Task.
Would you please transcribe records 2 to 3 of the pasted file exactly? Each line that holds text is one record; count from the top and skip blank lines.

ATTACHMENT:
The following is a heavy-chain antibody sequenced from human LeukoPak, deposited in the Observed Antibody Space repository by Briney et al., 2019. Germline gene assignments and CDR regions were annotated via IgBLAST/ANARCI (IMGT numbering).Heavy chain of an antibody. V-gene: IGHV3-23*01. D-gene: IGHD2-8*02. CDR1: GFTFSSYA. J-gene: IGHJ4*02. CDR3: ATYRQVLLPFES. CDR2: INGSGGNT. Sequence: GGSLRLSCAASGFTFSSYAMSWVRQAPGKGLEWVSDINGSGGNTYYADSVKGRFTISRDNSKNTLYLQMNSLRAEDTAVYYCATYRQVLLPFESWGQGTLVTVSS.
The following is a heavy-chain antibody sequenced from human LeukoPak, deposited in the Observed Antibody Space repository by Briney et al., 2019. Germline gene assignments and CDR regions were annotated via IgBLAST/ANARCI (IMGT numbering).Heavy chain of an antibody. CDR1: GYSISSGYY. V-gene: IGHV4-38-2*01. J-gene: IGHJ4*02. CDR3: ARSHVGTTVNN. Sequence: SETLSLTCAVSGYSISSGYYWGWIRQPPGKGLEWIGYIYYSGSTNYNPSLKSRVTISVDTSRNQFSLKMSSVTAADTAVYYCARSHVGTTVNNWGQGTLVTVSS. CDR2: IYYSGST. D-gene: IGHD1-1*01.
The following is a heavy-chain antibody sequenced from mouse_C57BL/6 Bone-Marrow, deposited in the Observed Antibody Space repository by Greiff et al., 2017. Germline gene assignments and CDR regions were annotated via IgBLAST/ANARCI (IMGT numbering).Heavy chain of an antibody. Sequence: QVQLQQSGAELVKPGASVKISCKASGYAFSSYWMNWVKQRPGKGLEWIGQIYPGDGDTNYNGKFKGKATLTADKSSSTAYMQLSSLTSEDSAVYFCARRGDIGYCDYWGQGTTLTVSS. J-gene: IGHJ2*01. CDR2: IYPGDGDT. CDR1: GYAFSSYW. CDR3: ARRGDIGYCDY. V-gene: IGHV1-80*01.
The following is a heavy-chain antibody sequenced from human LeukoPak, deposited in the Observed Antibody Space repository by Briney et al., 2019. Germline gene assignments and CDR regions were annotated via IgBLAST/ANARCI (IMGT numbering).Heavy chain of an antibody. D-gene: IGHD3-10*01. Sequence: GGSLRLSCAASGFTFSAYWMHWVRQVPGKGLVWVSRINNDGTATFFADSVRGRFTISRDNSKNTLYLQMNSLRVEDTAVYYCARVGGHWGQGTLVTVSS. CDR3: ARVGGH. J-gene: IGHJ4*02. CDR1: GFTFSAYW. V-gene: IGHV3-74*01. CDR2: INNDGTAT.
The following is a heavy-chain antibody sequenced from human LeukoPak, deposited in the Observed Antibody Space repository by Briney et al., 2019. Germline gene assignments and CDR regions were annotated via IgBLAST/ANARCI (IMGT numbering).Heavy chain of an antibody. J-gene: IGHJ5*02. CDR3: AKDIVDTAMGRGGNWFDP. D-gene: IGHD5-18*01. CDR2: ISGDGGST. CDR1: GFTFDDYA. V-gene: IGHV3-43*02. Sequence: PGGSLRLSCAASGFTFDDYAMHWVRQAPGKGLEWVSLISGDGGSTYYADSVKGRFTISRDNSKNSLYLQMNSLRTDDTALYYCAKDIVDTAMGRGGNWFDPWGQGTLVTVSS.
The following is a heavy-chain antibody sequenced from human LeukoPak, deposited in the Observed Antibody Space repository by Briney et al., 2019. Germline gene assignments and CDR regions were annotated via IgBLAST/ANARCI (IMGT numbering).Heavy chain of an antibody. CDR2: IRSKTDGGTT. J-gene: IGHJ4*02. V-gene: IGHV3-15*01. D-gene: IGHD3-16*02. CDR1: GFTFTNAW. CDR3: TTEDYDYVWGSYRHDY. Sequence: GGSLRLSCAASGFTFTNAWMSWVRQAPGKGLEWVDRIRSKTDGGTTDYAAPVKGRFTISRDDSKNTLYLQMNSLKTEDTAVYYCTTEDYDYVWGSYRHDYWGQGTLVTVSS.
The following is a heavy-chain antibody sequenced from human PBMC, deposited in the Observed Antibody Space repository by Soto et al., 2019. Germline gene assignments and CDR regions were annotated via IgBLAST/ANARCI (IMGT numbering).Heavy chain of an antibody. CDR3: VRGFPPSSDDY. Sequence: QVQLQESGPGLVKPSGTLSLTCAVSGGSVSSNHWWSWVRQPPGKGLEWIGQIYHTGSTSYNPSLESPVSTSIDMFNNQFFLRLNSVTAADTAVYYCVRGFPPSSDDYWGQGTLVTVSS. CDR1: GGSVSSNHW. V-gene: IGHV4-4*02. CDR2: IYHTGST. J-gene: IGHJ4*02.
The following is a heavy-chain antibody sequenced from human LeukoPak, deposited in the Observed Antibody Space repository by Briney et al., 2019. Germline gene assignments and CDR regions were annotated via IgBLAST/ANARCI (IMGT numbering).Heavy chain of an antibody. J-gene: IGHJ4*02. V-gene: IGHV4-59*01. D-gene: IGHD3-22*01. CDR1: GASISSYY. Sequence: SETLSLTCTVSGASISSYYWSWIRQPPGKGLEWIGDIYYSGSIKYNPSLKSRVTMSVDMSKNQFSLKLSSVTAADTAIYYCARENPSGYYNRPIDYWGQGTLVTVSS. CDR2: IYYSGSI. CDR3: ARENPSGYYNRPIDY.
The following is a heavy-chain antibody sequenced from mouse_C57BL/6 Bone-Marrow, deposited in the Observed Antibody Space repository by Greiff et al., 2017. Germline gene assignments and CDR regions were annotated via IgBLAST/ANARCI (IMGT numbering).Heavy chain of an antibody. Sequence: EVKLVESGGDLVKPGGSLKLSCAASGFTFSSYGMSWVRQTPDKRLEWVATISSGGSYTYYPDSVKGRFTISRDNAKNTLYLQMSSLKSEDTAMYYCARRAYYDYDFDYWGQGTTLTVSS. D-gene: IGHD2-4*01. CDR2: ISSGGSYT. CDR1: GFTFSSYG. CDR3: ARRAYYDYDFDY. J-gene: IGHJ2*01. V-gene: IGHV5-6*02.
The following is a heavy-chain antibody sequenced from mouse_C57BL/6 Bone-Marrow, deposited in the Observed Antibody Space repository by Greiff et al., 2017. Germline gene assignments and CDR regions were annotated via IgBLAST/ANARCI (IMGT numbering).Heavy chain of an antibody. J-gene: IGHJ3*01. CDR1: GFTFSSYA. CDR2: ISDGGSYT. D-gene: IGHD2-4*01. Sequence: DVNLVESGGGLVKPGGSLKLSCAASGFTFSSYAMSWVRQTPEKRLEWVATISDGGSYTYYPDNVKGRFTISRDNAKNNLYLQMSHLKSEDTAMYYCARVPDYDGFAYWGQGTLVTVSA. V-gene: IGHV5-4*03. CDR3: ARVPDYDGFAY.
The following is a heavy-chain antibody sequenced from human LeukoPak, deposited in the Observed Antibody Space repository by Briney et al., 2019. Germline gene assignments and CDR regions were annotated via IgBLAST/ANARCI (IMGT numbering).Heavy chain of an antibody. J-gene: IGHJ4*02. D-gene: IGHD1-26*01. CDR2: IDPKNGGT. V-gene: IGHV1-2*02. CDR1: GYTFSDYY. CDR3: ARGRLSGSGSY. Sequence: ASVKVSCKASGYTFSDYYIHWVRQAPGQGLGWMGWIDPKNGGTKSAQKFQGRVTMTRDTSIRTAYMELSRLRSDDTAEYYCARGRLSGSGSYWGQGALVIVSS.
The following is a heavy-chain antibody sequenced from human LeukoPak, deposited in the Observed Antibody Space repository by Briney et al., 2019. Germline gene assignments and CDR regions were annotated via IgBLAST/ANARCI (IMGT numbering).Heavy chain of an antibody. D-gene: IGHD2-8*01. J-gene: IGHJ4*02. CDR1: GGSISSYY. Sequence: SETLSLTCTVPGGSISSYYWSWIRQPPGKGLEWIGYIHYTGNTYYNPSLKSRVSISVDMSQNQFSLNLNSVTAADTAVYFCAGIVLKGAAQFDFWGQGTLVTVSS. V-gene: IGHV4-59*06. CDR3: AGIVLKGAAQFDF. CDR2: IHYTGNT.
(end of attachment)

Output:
The following is a heavy-chain antibody sequenced from human LeukoPak, deposited in the Observed Antibody Space repository by Briney et al., 2019. Germline gene assignments and CDR regions were annotated via IgBLAST/ANARCI (IMGT numbering).Heavy chain of an antibody. CDR1: GYSISSGYY. V-gene: IGHV4-38-2*01. J-gene: IGHJ4*02. CDR3: ARSHVGTTVNN. Sequence: SETLSLTCAVSGYSISSGYYWGWIRQPPGKGLEWIGYIYYSGSTNYNPSLKSRVTISVDTSRNQFSLKMSSVTAADTAVYYCARSHVGTTVNNWGQGTLVTVSS. CDR2: IYYSGST. D-gene: IGHD1-1*01.
The following is a heavy-chain antibody sequenced from mouse_C57BL/6 Bone-Marrow, deposited in the Observed Antibody Space repository by Greiff et al., 2017. Germline gene assignments and CDR regions were annotated via IgBLAST/ANARCI (IMGT numbering).Heavy chain of an antibody. Sequence: QVQLQQSGAELVKPGASVKISCKASGYAFSSYWMNWVKQRPGKGLEWIGQIYPGDGDTNYNGKFKGKATLTADKSSSTAYMQLSSLTSEDSAVYFCARRGDIGYCDYWGQGTTLTVSS. J-gene: IGHJ2*01. CDR2: IYPGDGDT. CDR1: GYAFSSYW. CDR3: ARRGDIGYCDY. V-gene: IGHV1-80*01.